Pedant’s corner:- “‘Trick or treat?’” (while Murray correctly refers to the children coming round the doors at Hallowe’en as guisers, it is not usually the case – or wasn’t in my day – to ask this question. It was, however, expected that any child desiring largesse in the form of sweets or money from their hosts performed a party piece first as part of the implicit bargain involved,) Yeats’ (Yeats’s,) wifeys (usually spelled ‘wifies’.) “They were hewed from the same rock” (they were hewn,) “the Great Western Road, the Byres Road” (these well-known Glasgow thoroughfares don’t attract the definite article in local speech; they’re called Great Western Road and Byres Road,) “stamping ground” (isn’t the phrase ‘stomping ground’?) Stephane Grapelly (Grapelli,) “I felt like fool” (a fool,) Evans’ (Evans’s,) soccer (football!) “‘aren’t I?’” (said by Dougie Henderson. He’s Scottish, he would more likely say, ‘amn’t I?’)

Napoleon’s Last Campaign in Germany – 1813 by F Loraine Petrie

Arms and Armour Press, 1977, 406 p, including Index, plus iii p Introduction by David G Chandler, iv p Author’s Preface, four sheets of Maps and Plans, iv p Contents. First published 1912.

 Napoleon’s Last Campaign in Germany cover

The Author’s Preface notes the Napoleonic Wars as an evolution, the time of change from war as involving only the clash of armies to something which involved whole nations instead.

The main body of the book follows the course of the campaign of 1813 from Napoloeon’s initial invasion to its culmination at Liepzig, the largest engagement of the Napoleonic Wars, with a brief description of the minor battle at Hanau in its aftermath. The essence of the tale is that the Russian adventure in 1812 had severely weakened Napoleon (not least in a deficit of cavalry in comparison with before, but also with many new recruits to be assimilated into his armies) if not his personal reputation as a master of war. His aura was still such that during the armistice in mid-1813 the Allies formed a pact not to engage separately the army of which the Emperor was directly in charge unless and until they had united and had a large superiority in numbers. This stricture did not apply to his Marshals who according to Petrie were very well-versed in tactical matters but a failure to train them in strategical considerations meant they were lacking at crucial junctures.

The decline in Napoleon’s abilities from his glory years is illustrated by contrasting his switherings in this campaign with his decisiveness at Jena seven years earlier. There was a fatal conflict of Napoleon’s priorities as Emperor, and dominator of Germany, compared with his military objectives. Here he tended to try to protect the land he held, specifically the city of Dresden, over his previous focus on destroying his enemies’ armies in the field. Petrie also quotes the man himself as saying experience in war does not count for much, that he thought himself as insightful in his youthful campaigns in Italy as he ever was later. His early battles were of course smaller affairs over which he could exercise a large degree of control. Noitwithstanding the fact that armies in 1813 were much more densely concentrated than in later times, by the time of Liepzig this sort of close oversight was perhaps beyond any one person.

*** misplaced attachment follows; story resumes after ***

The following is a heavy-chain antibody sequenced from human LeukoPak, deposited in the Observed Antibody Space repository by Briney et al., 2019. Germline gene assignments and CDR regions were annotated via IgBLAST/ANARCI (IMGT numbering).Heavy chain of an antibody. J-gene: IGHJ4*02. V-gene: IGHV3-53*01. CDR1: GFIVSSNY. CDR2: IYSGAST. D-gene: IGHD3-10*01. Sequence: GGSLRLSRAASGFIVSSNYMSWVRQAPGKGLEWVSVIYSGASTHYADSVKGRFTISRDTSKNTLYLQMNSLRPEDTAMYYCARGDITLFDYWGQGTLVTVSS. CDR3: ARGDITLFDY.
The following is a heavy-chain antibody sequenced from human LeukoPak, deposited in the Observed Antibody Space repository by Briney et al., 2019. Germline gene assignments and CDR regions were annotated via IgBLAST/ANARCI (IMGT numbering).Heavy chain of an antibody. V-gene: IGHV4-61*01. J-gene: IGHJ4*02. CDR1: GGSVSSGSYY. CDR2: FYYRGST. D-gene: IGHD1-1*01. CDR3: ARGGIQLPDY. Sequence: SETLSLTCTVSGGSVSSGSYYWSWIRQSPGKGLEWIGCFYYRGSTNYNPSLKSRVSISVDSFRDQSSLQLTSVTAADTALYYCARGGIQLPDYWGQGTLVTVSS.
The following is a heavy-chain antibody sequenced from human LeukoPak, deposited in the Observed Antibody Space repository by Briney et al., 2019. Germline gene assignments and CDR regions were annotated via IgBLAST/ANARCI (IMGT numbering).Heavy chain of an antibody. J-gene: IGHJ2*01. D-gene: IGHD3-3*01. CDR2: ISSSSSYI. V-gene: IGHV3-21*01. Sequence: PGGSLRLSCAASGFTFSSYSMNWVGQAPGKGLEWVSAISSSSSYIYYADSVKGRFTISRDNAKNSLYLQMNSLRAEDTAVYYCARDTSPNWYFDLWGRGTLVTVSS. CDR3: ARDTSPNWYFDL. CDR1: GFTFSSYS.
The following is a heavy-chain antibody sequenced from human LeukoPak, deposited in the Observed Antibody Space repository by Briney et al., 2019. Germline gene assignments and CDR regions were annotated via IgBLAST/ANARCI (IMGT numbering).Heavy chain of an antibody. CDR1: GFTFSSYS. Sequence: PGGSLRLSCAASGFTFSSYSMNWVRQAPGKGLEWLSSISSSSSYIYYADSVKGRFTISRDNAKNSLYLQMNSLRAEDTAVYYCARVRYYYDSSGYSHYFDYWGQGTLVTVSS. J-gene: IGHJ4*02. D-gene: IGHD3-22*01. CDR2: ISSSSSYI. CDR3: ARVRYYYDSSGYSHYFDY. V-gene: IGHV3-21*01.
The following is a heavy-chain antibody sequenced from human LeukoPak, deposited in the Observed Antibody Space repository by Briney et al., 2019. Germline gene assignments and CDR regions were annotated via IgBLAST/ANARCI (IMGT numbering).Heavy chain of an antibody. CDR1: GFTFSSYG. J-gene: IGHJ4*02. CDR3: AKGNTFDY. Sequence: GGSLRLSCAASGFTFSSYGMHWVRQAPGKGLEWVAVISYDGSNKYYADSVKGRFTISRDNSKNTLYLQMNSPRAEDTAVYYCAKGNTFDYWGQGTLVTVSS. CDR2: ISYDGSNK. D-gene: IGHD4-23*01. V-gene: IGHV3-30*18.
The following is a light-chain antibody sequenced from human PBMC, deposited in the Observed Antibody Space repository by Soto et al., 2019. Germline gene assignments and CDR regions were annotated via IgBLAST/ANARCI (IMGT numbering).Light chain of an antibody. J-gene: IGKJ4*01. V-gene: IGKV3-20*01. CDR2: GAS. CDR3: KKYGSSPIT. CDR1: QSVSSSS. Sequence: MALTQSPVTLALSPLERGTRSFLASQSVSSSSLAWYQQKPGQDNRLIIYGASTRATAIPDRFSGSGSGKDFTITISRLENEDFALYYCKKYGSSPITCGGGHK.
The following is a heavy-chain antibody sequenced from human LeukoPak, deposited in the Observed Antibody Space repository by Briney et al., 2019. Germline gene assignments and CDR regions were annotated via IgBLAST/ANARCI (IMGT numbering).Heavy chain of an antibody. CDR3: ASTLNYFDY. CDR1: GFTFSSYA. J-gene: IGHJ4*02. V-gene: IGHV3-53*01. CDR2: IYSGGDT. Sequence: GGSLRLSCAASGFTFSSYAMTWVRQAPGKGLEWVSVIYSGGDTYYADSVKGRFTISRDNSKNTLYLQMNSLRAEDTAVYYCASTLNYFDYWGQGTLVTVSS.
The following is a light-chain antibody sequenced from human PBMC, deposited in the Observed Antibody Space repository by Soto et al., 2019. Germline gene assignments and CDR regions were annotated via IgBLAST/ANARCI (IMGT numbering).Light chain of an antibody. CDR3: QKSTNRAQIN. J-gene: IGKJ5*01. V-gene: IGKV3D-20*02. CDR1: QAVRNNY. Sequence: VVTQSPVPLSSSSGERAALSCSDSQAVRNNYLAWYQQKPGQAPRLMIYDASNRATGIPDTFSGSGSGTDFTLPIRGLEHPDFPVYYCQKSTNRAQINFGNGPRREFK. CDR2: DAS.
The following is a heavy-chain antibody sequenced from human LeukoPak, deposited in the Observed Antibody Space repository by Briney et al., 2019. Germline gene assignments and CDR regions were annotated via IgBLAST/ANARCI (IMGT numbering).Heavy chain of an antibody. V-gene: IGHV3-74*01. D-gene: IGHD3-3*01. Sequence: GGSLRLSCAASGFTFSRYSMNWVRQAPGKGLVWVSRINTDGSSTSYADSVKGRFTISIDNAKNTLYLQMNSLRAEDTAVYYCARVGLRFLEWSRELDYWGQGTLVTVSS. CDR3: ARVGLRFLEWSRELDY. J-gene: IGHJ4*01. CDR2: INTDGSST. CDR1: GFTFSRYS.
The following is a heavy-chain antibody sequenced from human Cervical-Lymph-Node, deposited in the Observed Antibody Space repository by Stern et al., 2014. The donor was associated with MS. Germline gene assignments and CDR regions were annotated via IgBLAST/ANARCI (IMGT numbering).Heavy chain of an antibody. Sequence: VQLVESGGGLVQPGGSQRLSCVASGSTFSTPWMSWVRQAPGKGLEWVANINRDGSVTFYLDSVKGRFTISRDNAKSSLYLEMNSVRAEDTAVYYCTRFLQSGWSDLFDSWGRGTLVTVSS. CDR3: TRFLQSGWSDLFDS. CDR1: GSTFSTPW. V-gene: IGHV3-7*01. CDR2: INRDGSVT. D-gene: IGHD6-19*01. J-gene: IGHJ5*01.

It amused me when at one point Petrie wrote, “These extensive expeditions of considerable bodies of cavalry in the French rear are a peculiarity of this campaign which is the only instance of their employment on a large scale in a European War. Similar raids played a considerable part in the American Civil War of fifty years ago. In this case, as in 1813, the raids were generally carried out in a country the inhabitants of which were often sympathisers with the raiders, to whom they supplied food, forage, and information. Moreover, there were few or none of the modern facilities for sending information to the other side. It seems more than doubtful what success such raids could hope for in these days of telegraphs in Europe. (My emphasis.) Petrie notes a like raid by Petrushenko in the then recent Russo-Japanese War which, “can hardly be deemed a great success, and it was only possible to carry it out at all owing to the route being taken through an area devoid of telegraphs.” The thought of such wires being cut in the furtherance of raiding activities does not seem to have occurred to him. And didn’t the Boers in the also recent South African War in effect also use tactics like this? Of course the presence of technologies such as the telegraph, telephone, and radio, did not negate the opportunity for operations behind the lines in later wars.

The language of the text can be a little precious. Petrie uses unnecessary formulations such as “We left Oudinot, at 11 am,” “We now return to Ney,” etc, and there is the usual alphanumeric soup of divisions and Roman-numeralled corps. The four sheets of maps (seventeen diagrams in total) are more or less useless not only since they require awkward folding out but also because they are affixed to pages towards the end of the book, nowhere near the parts of the text they are meant to illuminate. Their appearance is also too cluttered.

Pedant’s corner:- “This broke down one” (broke down once,) England (The United Kingdom,) “6 per cent. on the then population” (of the then,) throu (through,) Friederichs’ (Friederichs’s,) many ionstances of names ending in s being treated this way – Dolffs’ (Dolffs’s,) Reuss’ (Reuss’s,) even one where the final s is not sounded and the possessive therefore positively demands “s’s” – a missing full stop, “unable note Bulöw’s advance” (unable to note,) Probetheida (Probstheida,) “came to nought” (nought = the number zero, ‘came to naught,’)|Naumburg (elsewhere Naumberg.)